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Heroes Community > Heroes 5 - Modders Workshop > Thread: Heroes 5.5 Impossible Strategies
Thread: Heroes 5.5 Impossible Strategies
azalen
azalen


Hired Hero
posted November 16, 2016 01:06 AM bonus applied by VokialBG on 17 Nov 2016.
Edited by azalen at 02:38, 19 Mar 2017.

Heroes 5.5 Impossible Strategies

I wanted to share some of my strategies for beating Heroes 5.5 on Impossible with the community.   Mags and company have done an exceptional job with this mod, and I haven't seen any significant strategy threads (other than legacy TOE forum and Celestial Heavens posts).  So, I wanted to at least start the discussion.   Here goes:  

To beat Impossible AI, you must recognize several things:

1) Neutral Creature stacks will almost always outnumber your army and have much higher growth rates.  

2) The opposing AI starts with a lot more resources than you do, and I believe it cheats a bit.  This is fine, as although the AI is much improved, it isn't as good as an experienced human player.  Therefore, the cheating is necessary to make it a legit challenge.  

3) Impossible AI requires that you maintain your momentum, or you will lose the game.  Taking massive losses in any one battle is usually a game killer.  However, you can not wait to get an overwhelming force, because you will fall behind the opponent and the neutral growth rate.  


There are several core tenents that you must master in order to achieve victory in Impossible:

1) Blocking:

This is the most important concept in all of Heroes 5.  The core concept of blocking is that all creature stacks, no matter how powerful, are limited by the fact that they can only attack one stack at a time (with some exceptions).  Therefore, you can greatly limit your army losses by forcing a very powerful stack to attack one of your meaningless stacks.  i.e A big stack of Arch Angels isn't going to do much to your army if they spend their attack step killing a 1 unit goblin stack.  When blocking, you want stacks you generally don't care about (usually of 1 unit each) to block and take hits so that your big damage dealers (usually your ranged units) take no losses.  

Understand the opponent stack.  If it is a large stack, blocking becomes much easier, because you only have to keep off 2-3 attackers at once.  If it is a dragon stack, you should position your blocking units one tile away so their breath can't hit your ranged (if you have Tactics).

Another concept of blocking is that it isn't always the right move to attack a unit in melee range with your ranged stack.  This allows the opposing unit to retaliate, incurring losses to your ranged units.  Sometimes, it is better to stay in defend mode and let your hero and blocking stack finish off the attacker.  

Another more advanced tenent is what I call the "thin out the immediate attackers" strategy.  With this method, you greatly reduce the units attacking your blockers, but do not finish them off.  By not killing them, these attacking units block other larger stacks from attacking your blockers.  You then direct your ranged units to thin out the larger stacks that are unable to attack.  This works well when going up against large sized creatures.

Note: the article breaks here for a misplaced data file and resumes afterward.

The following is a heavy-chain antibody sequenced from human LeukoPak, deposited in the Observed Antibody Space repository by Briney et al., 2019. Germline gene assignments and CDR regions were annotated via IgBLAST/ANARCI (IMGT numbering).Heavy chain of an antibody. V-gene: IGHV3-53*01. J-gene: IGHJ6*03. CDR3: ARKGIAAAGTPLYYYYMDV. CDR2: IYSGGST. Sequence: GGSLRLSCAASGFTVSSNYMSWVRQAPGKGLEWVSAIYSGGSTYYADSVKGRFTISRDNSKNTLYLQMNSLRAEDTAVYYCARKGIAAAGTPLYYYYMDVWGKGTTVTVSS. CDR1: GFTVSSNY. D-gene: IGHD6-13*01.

The perk Tactics can often help you with blocking, particularly for blocking large units (very important for barbarians protecting their Centaurs).  

Note that terrain can play a huge part in your blocking strategy.  A terrain element can act as a permanent blocker for you, enabling you to deploy more blockers in another area.  

Basic Blocking Primer: A Quick Primer on some Blocking Arrangements.  All of these arrangements are from lower left corner perspective where you can protect your ammo cart.  
--------------------------------------

Table:

B = 1 Unit Blocker (This can be 3 units for Inferno with Gating)
F = Main Blocker Stack (They Serve as Melee Finishers)
R = Ranged Unit Stack
L = Tough Large Level 5-7 Unit
P = Phoenix

This is a basic arrangement against small units.  Surround and protect both your ranged unit and your main blocking stack with 1 unit blockers.  Keep a 1 unit blocker stack in reserve upper left to fill in any holes.

--- --- ---
|   |   |   |
--- --- ---
| B |   |   |    
--- --- ---
| B | B |   |
--- --- ---
| F | B |   |
--- --- ---
| R | B |   |
--- --- ---


Minimum blocking arrangement to block against large units in the corner.  Unlike small units, you need only 1 blocker to fully block, not 3.    

--- --- ---
|   |   |   |
--- --- ---
|   |   |   |    
--- --- ---
|   |   |   |
--- --- ---
|   | B |   |
--- --- ---
| R |   |   |
--- --- ---

Minimum blocking arrangement to block against multi tile attack creatures (Dragons, Blood Eye, Champions) and some area effect creatures (wyverns, thanes, nightmares).  Position your blockers a tile away from your ranged unit and prevent their large bodies from landing next to your ranged creature.  You need 2 blockers to protect your ranged stack at the minimum.      

--- --- ---
|   |   |   |
--- --- ---
|   |   |   |    
--- --- ---
|   | B |   |
--- --- ---
|   |   |   |
--- --- ---
| R |   | B |
--- --- ---

(Tactics Required) Protect your large unit (i.e. Centaurs) from small units.